Mitchell, Wesley Clair
Mitchell, Wesley Clair 1874-1948
Wesley Mitchell pioneered the empirical study of business cycles. A founder of the National Bureau of Economic Research, he was one of the major figures within the institutionalist movement in American economics.
Mitchell was born in Rushville, Illinois, and brought up in Decatur, Illinois. He entered the new University of Chicago in 1892, obtaining his AB degree in 1896 and his PhD in 1899. At Chicago he came under the influence of Thorstein Veblen and John Dewey, but it was J. Laurence Laughlin who supervised his PhD dissertation, published in 1903 as A History of the Greenbacks. In that year Mitchell moved to the University of California at Berkeley and then to Columbia University in New York in 1913. Except for a brief period at the New School for Social Research (1919–1922), which he helped to found, he remained at Columbia until his retirement in 1944. He was also director of research for the National Bureau of Economic Research (NBER) from its founding in 1920 until 1945 and a major figure in the founding of the Social Science Research Council (SSRC).
Mitchell wrote on many subjects, including rationality and economic activity (Mitchell 1910), the economics of the household (1912), the history of economics (1918), the distinction between making money and making goods (1923), and the links he saw between institutional and quantitative economics (1925), but Mitchell’s major work was his 1913 book Business Cycles. Here Mitchell provided an “analytic description” of the course of business cycles consisting of four stages, with each stage setting the conditions for the next, and the cycle as a whole growing out of the institutions of the “money economy” in the form of the interaction of business decisions based on profit expectations, the behavior of the banking system, and the leads and lags in the movement of wages and prices. The book also commented on the shortcomings of many of the existing theories of the cycle.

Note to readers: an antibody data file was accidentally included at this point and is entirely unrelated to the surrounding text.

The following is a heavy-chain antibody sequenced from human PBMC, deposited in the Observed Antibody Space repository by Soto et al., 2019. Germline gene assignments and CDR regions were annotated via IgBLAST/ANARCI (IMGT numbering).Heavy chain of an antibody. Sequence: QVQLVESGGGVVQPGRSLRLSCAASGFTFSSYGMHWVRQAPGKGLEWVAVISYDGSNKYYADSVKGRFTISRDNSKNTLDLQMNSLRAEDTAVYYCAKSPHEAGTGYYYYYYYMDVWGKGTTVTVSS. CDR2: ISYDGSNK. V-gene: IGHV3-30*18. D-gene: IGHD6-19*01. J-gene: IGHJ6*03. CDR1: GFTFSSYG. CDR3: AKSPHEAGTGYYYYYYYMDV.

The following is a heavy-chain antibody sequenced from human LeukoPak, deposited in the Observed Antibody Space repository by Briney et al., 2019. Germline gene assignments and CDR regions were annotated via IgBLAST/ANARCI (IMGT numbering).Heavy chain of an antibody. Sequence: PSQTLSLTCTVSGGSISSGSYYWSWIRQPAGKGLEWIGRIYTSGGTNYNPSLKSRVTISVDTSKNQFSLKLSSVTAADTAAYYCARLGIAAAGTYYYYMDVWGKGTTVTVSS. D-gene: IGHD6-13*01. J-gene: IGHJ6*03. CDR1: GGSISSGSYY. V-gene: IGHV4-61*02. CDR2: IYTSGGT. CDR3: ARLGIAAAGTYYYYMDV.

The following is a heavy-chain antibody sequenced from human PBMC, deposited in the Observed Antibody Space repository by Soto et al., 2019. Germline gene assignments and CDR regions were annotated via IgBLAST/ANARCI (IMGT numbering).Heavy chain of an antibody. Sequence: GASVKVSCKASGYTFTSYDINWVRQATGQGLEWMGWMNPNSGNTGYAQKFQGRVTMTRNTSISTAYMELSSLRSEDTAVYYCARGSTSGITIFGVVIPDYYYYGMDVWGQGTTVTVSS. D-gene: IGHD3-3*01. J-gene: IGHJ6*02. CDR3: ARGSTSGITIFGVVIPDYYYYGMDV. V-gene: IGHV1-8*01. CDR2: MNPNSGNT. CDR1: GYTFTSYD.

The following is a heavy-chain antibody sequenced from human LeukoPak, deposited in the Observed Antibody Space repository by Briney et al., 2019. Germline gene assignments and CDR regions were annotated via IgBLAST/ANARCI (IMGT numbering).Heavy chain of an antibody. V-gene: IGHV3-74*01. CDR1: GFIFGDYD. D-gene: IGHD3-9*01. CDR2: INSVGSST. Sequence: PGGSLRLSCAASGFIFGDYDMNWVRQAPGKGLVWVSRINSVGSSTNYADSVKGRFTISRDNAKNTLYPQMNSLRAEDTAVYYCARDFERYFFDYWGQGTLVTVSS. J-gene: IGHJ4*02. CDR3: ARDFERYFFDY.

After 1922 Mitchell continued his own work on cycles through the NBER. The original plan was for two books, later expanded to three. The first, Business Cycles: The Problem and Its Setting (1927), discussed existing theories and statistics and laid out the research agenda. The project grew, and with it a vast number of studies of particular aspects of the cycle and an array of measurement issues relating to timing, amplitude, and rates of change across successive cycles. This eventually resulted in the development of the “NBER method” of specific and reference cycles (Morgan 1990, pp. 44–56), presented in detail in the second book, Measuring Business Cycles (1946), coauthored with Arthur F. Burns. The final volume, which was supposed to be a theoretical volume, was never completed, although a part was published after Mitchell’s death as What Happens during Business Cycles (1951).
Measuring Business Cycles was sharply attacked by Tjalling Koopmans of the Cowles Commission for engaging in “measurement without theory” (Koopmans 1947, p. 161). Mitchell did of course use theories as a guide to what data should be collected and examined, but he was not enthusiastic about enamored econometric methods.